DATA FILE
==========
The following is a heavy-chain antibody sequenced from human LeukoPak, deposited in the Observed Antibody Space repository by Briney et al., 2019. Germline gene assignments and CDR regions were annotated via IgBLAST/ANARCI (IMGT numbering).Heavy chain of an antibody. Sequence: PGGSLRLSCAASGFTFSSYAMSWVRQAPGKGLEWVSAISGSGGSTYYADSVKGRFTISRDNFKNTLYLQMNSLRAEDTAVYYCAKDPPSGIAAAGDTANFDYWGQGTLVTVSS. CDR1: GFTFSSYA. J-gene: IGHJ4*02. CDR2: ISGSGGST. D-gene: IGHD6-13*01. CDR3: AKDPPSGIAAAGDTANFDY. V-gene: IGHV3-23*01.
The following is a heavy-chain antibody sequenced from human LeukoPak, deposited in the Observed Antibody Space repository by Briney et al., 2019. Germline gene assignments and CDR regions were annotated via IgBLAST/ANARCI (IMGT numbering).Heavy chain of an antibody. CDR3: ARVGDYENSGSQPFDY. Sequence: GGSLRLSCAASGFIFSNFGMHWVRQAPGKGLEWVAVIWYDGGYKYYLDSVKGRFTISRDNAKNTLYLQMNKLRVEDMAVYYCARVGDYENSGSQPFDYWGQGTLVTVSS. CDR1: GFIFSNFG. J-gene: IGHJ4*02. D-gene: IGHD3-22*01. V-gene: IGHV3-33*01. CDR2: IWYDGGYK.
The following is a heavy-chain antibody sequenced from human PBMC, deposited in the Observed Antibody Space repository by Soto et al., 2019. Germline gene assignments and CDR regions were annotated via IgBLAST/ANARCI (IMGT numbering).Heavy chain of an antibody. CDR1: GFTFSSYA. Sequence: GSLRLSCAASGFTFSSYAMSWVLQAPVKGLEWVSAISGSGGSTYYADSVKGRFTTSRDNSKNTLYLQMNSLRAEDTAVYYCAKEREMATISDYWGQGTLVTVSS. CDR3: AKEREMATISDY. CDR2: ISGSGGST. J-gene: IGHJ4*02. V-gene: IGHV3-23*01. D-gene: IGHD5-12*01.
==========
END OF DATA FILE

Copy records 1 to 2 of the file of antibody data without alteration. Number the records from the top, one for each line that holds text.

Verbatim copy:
The following is a heavy-chain antibody sequenced from human LeukoPak, deposited in the Observed Antibody Space repository by Briney et al., 2019. Germline gene assignments and CDR regions were annotated via IgBLAST/ANARCI (IMGT numbering).Heavy chain of an antibody. Sequence: PGGSLRLSCAASGFTFSSYAMSWVRQAPGKGLEWVSAISGSGGSTYYADSVKGRFTISRDNFKNTLYLQMNSLRAEDTAVYYCAKDPPSGIAAAGDTANFDYWGQGTLVTVSS. CDR1: GFTFSSYA. J-gene: IGHJ4*02. CDR2: ISGSGGST. D-gene: IGHD6-13*01. CDR3: AKDPPSGIAAAGDTANFDY. V-gene: IGHV3-23*01.
The following is a heavy-chain antibody sequenced from human LeukoPak, deposited in the Observed Antibody Space repository by Briney et al., 2019. Germline gene assignments and CDR regions were annotated via IgBLAST/ANARCI (IMGT numbering).Heavy chain of an antibody. CDR3: ARVGDYENSGSQPFDY. Sequence: GGSLRLSCAASGFIFSNFGMHWVRQAPGKGLEWVAVIWYDGGYKYYLDSVKGRFTISRDNAKNTLYLQMNKLRVEDMAVYYCARVGDYENSGSQPFDYWGQGTLVTVSS. CDR1: GFIFSNFG. J-gene: IGHJ4*02. D-gene: IGHD3-22*01. V-gene: IGHV3-33*01. CDR2: IWYDGGYK.